PROVIDENCE, R.I. — A new state law allows bus drivers and monitors to give an epinephrine injection — or EpiPen shot — to a student suffering from severe allergies while traveling to or from school or a school-related event.
The legislation, which was signed into law by Gov. Lincoln Chafee last week and takes effect immediately, requires that school bus drivers and monitors receive training on how to properly administer the epinephrine.
It also requires that the Department of Elementary and Secondary Education, as well as the Department of Health incorporate into their policies, rules and regulations pertaining to school health programs a procedure for addressing incidents of extreme allergies.
The policies, rules and regulations must include a procedure where the parent or legal guardian of a student who is prone to allergies may authorize school bus drivers and monitors to administer the epinephrine to the child in case of an emergency.
“This bill goes a long way toward putting the needs of our children first,” said Sen. Walter Felag, one of the bill’s sponsors. “When a child is overcome, what is needed is someone close by to help. Schoolchildren spend lots of hours on buses, which pretty clearly explains the importance of this legislation.”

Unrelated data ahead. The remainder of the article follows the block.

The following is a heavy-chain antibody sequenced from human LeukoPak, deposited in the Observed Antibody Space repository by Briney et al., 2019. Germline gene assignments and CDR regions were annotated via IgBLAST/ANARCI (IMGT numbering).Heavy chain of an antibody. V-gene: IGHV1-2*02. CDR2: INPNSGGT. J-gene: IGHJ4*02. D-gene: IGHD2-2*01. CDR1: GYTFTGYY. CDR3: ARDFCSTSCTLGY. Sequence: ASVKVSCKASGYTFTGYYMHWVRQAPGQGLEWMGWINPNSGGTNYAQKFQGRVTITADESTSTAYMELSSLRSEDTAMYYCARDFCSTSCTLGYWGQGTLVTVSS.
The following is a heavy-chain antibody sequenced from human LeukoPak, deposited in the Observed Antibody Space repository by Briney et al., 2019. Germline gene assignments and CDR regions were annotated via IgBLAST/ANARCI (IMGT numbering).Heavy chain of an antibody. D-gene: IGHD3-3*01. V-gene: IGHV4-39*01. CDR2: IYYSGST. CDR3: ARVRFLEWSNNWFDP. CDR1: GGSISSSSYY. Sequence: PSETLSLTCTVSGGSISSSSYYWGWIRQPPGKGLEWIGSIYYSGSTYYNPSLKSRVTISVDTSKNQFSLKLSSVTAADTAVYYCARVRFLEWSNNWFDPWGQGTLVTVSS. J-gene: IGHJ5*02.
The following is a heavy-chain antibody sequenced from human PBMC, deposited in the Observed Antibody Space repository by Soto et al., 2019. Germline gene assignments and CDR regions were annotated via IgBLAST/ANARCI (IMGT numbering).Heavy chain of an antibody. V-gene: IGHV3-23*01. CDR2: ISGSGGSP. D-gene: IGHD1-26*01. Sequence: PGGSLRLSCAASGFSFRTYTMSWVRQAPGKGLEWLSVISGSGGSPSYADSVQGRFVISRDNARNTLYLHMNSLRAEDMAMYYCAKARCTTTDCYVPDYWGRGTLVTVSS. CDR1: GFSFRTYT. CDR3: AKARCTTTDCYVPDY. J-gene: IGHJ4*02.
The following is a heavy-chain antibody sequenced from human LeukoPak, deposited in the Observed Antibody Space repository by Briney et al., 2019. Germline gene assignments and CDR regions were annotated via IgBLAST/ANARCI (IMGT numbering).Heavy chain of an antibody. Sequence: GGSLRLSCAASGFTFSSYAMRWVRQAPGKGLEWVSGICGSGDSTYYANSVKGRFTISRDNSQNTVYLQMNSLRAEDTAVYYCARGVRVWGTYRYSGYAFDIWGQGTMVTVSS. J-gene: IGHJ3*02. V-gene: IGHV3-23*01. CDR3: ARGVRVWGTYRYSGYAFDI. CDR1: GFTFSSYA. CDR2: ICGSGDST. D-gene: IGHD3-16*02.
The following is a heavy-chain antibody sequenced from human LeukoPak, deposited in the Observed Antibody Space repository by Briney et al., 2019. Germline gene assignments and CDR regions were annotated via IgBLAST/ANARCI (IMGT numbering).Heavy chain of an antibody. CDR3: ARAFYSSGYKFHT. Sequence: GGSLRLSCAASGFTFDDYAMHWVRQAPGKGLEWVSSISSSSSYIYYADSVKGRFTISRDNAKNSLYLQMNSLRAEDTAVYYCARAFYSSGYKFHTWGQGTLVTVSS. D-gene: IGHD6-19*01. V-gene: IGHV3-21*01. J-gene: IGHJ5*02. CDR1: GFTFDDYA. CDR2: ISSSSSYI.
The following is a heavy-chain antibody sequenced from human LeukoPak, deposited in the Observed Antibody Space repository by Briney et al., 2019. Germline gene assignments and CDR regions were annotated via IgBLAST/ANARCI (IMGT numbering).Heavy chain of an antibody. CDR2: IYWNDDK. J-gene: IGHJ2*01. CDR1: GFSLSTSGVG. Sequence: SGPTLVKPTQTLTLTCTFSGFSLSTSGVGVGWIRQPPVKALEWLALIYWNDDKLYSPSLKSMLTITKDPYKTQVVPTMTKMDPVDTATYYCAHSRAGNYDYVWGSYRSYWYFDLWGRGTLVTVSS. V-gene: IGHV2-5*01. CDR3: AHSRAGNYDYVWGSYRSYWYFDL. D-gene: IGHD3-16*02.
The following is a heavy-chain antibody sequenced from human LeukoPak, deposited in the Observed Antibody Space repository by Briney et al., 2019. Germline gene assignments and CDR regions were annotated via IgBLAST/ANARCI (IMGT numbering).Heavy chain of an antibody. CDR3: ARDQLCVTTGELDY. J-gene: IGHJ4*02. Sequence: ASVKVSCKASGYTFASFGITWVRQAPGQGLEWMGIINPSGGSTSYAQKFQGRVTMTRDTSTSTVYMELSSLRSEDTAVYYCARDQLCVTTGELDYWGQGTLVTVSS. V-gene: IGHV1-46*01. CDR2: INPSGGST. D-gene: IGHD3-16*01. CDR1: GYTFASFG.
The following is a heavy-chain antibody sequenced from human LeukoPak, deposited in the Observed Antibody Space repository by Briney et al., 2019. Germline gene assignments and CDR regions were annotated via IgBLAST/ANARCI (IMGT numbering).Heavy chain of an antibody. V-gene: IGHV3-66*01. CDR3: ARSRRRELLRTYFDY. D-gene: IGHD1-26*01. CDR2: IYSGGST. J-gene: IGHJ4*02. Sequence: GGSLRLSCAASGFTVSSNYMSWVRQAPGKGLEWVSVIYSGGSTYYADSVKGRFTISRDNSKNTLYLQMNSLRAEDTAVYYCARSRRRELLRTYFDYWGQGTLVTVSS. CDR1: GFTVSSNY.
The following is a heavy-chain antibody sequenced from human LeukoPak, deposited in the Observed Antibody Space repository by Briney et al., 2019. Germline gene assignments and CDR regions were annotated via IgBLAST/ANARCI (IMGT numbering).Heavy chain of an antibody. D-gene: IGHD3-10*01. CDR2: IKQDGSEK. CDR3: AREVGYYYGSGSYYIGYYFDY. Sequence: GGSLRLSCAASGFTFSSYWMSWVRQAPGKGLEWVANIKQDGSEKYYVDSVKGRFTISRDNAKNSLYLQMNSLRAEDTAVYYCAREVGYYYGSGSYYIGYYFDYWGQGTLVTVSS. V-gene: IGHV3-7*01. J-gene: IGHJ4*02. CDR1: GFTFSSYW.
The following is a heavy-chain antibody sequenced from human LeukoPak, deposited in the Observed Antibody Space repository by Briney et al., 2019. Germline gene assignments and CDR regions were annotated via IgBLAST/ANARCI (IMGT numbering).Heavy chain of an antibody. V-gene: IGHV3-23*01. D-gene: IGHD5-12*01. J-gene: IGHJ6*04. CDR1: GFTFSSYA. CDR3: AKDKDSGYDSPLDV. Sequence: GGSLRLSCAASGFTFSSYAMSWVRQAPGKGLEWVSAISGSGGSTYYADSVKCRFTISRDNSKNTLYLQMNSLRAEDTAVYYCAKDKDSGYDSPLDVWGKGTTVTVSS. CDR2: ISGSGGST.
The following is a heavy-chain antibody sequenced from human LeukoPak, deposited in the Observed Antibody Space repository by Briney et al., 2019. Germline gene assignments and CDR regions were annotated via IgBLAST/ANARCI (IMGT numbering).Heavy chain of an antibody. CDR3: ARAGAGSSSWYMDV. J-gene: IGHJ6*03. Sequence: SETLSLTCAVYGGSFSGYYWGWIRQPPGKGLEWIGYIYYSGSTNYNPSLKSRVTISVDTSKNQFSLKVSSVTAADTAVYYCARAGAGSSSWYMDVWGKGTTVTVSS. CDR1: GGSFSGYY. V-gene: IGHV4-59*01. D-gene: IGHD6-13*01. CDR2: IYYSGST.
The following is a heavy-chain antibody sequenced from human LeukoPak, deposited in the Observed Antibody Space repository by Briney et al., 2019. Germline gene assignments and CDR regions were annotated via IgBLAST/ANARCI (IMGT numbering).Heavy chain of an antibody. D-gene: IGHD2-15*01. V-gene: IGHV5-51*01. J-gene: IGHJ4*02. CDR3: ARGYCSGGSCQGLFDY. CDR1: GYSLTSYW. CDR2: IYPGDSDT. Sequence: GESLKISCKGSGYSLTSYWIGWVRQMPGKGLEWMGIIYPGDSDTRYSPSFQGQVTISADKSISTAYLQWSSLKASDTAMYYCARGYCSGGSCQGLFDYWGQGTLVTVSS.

The legislation also allows students to carry an EpiPen while on a school bus. School bus providers must be given medical documentation by parents that the epinephrine has been legitimately prescribed.
In addition, the bill makes bus drivers and monitors who may administer epinephrine immune from liability, as are teachers, school administrators, school health personnel and other school personnel.